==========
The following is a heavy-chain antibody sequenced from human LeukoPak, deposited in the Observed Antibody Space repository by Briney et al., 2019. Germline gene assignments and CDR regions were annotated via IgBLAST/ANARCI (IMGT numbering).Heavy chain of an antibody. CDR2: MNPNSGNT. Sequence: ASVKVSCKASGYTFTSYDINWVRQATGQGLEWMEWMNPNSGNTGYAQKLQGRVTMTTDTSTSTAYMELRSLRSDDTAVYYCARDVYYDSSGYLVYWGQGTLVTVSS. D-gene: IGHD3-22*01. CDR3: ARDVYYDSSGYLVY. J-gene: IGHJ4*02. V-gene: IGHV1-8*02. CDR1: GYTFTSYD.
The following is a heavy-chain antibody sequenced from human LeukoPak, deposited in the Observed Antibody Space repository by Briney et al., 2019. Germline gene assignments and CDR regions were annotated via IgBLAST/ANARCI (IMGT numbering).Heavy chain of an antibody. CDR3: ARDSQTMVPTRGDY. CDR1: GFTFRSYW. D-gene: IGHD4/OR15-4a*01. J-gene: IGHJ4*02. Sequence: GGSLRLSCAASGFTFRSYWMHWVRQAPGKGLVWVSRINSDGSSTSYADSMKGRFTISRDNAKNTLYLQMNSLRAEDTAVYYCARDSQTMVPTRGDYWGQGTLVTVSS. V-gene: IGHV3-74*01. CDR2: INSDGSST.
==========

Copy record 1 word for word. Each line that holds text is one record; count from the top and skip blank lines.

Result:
The following is a heavy-chain antibody sequenced from human LeukoPak, deposited in the Observed Antibody Space repository by Briney et al., 2019. Germline gene assignments and CDR regions were annotated via IgBLAST/ANARCI (IMGT numbering).Heavy chain of an antibody. CDR2: MNPNSGNT. Sequence: ASVKVSCKASGYTFTSYDINWVRQATGQGLEWMEWMNPNSGNTGYAQKLQGRVTMTTDTSTSTAYMELRSLRSDDTAVYYCARDVYYDSSGYLVYWGQGTLVTVSS. D-gene: IGHD3-22*01. CDR3: ARDVYYDSSGYLVY. J-gene: IGHJ4*02. V-gene: IGHV1-8*02. CDR1: GYTFTSYD.